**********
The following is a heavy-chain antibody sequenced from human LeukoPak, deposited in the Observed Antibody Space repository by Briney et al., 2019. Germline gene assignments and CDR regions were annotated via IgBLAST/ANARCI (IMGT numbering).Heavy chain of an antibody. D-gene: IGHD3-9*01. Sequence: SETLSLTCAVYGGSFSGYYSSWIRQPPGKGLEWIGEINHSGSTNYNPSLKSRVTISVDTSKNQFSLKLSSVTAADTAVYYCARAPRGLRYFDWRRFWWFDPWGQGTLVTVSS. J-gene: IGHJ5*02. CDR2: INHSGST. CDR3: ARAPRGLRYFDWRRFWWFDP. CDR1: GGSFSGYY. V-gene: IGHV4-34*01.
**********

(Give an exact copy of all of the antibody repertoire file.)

The following is a heavy-chain antibody sequenced from human LeukoPak, deposited in the Observed Antibody Space repository by Briney et al., 2019. Germline gene assignments and CDR regions were annotated via IgBLAST/ANARCI (IMGT numbering).Heavy chain of an antibody. D-gene: IGHD3-9*01. Sequence: SETLSLTCAVYGGSFSGYYSSWIRQPPGKGLEWIGEINHSGSTNYNPSLKSRVTISVDTSKNQFSLKLSSVTAADTAVYYCARAPRGLRYFDWRRFWWFDPWGQGTLVTVSS. J-gene: IGHJ5*02. CDR2: INHSGST. CDR3: ARAPRGLRYFDWRRFWWFDP. CDR1: GGSFSGYY. V-gene: IGHV4-34*01.